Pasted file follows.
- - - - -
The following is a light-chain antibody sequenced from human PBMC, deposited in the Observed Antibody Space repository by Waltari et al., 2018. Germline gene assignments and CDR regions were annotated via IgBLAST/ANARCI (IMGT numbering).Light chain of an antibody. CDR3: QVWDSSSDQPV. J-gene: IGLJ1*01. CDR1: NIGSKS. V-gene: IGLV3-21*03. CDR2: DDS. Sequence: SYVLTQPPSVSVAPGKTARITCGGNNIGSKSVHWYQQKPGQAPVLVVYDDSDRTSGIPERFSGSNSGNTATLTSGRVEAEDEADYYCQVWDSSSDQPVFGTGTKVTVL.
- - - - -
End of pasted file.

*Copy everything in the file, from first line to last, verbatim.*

The following is a light-chain antibody sequenced from human PBMC, deposited in the Observed Antibody Space repository by Waltari et al., 2018. Germline gene assignments and CDR regions were annotated via IgBLAST/ANARCI (IMGT numbering).Light chain of an antibody. CDR3: QVWDSSSDQPV. J-gene: IGLJ1*01. CDR1: NIGSKS. V-gene: IGLV3-21*03. CDR2: DDS. Sequence: SYVLTQPPSVSVAPGKTARITCGGNNIGSKSVHWYQQKPGQAPVLVVYDDSDRTSGIPERFSGSNSGNTATLTSGRVEAEDEADYYCQVWDSSSDQPVFGTGTKVTVL.